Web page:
Dr Reuben Feltman studied the effects of fluoride tablets, with a daily dose of 1 mg - the equivalent of drinking only about one litre of fluoridated water - on pregnant women and young children. When early results showed that some patients reacted adversely, with symptoms such as eczema, urticaria, epigastric distress and headache, the US Public Health Service stopped funding the study. Feltman and another researcher managed to continue the study which was published in 1961. The symptoms disappeared with the use of placebo tablets, and reappeared when fluoride was again given, unknowingly to the patient.26

The usual reaction of the authorities to unfavourable results has not been to commission fresh research to confirm or negate them. Prof Paul Connett points out that, on the contrary, health agencies in fluoridated countries have never attempted to perform systematic studies.27

Dr George Waldbott was the first doctor to show that some people are sensitive to penicillin, and that tobacco cause lung damage. He then studied fluoride and found that - as is true similarly of many substances - some people are especially sensitive to fluoride. Double-blind tests showed clearly that fluoridated water was responsible. In 1956 he reported more than 50 cases of chronic fluoride toxicity.28 He had been renowned for his previous discoveries, but was shunned and vilified for his work on fluoride.

Dr John Colquhoun said that, as a dental student, "I had been taught and I believed, that there was really no scientific case against fluoride and that only misinformed lay people and a few crackpot professionals were foolish enough to oppose it".

He became chairman of a committee to promote fluoridation in New Zealand. However, as Principal Dental Officer of Auckland, he found that fluoridation was actually harming children's teeth. His reports were unwelcome, and he was sacked. He and a colleague used freedom of information to look into the trial of fluoridation in Hastings in New Zealand, quoted in text-books as a classic example of fluoride's benefit, with tooth decay being reduced by at least half. What they found from seeing the original records was that the published result was fraudulent.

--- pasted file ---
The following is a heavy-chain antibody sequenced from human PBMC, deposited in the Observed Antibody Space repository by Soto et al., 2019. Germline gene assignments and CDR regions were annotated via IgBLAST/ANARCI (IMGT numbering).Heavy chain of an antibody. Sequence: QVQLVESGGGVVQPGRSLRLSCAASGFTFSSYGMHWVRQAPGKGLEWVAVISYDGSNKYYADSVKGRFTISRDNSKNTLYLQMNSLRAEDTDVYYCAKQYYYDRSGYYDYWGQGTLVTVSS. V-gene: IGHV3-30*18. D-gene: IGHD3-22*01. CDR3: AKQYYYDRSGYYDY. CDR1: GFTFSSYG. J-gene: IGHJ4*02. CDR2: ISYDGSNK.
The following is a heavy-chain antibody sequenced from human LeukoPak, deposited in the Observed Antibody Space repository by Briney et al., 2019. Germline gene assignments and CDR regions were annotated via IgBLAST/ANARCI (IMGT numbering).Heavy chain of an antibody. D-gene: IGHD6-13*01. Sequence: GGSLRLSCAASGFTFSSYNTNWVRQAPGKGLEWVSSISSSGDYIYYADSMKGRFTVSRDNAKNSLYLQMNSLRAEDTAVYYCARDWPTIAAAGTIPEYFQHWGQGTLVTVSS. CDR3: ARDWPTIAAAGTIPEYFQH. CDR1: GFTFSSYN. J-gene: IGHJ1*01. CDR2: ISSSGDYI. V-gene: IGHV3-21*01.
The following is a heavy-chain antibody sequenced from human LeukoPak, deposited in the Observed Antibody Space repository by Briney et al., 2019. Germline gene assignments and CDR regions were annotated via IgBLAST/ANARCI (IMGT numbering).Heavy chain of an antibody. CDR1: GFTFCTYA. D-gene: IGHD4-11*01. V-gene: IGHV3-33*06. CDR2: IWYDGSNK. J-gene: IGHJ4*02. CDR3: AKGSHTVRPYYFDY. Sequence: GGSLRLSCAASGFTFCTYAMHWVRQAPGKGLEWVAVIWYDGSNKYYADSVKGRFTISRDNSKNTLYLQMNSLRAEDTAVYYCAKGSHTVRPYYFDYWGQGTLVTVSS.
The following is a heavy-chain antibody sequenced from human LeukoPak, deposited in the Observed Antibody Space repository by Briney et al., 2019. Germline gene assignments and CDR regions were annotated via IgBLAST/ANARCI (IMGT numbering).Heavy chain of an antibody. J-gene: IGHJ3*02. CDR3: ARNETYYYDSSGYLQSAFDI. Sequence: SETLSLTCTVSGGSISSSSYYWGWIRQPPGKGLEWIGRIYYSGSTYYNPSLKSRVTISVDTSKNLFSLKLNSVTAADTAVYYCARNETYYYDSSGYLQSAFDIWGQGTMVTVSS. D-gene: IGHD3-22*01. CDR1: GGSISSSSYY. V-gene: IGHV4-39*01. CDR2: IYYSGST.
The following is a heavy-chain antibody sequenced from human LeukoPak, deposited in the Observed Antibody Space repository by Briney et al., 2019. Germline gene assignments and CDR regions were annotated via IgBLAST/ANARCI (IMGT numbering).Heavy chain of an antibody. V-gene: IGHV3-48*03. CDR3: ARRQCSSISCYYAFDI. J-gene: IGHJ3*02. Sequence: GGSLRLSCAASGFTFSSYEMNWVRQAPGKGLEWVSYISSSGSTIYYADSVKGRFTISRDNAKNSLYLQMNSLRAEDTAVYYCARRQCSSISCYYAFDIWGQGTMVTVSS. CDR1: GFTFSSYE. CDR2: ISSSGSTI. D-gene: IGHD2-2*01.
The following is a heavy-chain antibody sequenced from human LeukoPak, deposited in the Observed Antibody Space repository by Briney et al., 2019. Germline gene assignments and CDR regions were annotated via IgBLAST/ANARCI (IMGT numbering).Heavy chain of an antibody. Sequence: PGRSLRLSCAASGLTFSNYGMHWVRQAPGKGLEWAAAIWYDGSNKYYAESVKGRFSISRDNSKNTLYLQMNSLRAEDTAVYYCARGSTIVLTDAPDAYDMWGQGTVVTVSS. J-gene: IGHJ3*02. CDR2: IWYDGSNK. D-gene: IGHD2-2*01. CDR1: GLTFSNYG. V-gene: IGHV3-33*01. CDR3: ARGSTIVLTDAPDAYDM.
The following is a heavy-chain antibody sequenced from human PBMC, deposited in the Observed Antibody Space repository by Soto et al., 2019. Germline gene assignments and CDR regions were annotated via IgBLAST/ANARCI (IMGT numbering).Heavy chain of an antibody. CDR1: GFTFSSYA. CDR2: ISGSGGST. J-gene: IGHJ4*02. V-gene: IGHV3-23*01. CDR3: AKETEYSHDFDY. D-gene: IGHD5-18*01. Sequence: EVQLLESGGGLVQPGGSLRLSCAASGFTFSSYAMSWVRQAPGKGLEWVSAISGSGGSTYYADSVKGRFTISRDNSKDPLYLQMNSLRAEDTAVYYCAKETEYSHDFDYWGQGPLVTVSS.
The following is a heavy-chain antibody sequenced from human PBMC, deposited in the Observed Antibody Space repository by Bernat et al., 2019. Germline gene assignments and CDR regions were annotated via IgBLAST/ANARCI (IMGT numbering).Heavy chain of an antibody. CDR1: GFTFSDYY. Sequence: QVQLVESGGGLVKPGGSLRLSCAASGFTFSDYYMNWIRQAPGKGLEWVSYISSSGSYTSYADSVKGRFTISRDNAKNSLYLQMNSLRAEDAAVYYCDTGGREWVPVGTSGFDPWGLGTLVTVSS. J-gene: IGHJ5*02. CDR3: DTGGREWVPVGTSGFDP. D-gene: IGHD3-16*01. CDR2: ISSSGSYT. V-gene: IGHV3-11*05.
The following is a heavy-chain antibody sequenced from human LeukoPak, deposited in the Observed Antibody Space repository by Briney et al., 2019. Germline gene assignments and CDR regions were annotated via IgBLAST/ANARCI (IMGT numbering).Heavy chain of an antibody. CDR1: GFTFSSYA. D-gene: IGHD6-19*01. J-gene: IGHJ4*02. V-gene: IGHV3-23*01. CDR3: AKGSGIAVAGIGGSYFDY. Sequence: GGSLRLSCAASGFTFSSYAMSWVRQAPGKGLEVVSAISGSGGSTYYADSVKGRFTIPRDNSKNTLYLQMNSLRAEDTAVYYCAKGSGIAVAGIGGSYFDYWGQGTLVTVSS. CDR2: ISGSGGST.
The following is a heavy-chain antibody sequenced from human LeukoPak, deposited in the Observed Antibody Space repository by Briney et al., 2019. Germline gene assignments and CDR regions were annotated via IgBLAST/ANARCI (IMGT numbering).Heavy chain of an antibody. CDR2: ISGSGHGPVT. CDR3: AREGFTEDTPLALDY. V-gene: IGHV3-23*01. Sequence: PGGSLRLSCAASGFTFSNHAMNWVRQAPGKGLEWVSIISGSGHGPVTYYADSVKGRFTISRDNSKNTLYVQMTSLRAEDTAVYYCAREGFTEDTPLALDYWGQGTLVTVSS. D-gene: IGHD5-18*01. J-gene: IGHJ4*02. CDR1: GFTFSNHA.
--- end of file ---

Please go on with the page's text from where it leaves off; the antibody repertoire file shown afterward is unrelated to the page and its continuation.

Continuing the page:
He compared the data for tooth decay in children aged 5 and 12 in New Zealand, and found that those in unfluoridated areas had teeth as good as those in fluoridated areas. Twenty years later, in 1998, Dr Betty de Liefde did a similar study on permanent teeth and also found practically no difference.29

Tooth decay in New Zealand had indeed fallen, but Colquhoun's graph showed that the fall was well on its way before both the start of fluoridation, and the use of fluoridated toothpaste, neither of which obviously accelerated the decline.

Colquhoun also studied data from different countries, and found that, while tooth decay had fallen in those with fluoridation, it had fallen also, and by just as much, in countries without it.

Dr Dean Burk was head of cytochemistry at the (US) National Cancer Institute. He was co-discoverer of biotin, which is necessary for cell growth, developed techniques to distinguish between normal cells and those damaged by cancer, and wrote many scientific papers. He found the death rate from cancer to be about 18% higher in the 10 largest fluoridated US cities than in the 10 largest unfluoridated ones, and concluded that fluoridation probably increased deaths from cancer in the United States by about 33,000 a year.

Dr Albert Schatz was a Fellow of the Royal Society of Health and co-discoverer of streptomycin, the first effective drug for tuberculosis. During a period in Chile he found that infants there had very much higher death rates in fluoridated areas. In 1965 he sent a report about this discovery to the editor of the Journal of the American Dental Association, who refused to publish it or even to read it.30

Rudolf Ziegelbecker in Austria became interested in fluoride from his experience of industrial fluoride pollution. He studied the original fluoridation data carefully and found it did not show what had been claimed. Prof Erich Naumann, Director of the German Federal Health Office, said of him: "Your results have been accepted everywhere in Germany with the greatest interest and have increased the grave doubts against drinking water fluoridation ..." Prof Naumann added: "It is regrettable that the existing data on water fluoridation had not been examined earlier using mathematical-statistical methods. Otherwise the myth of drinking water fluoridation would have already dissolved into air long ago."31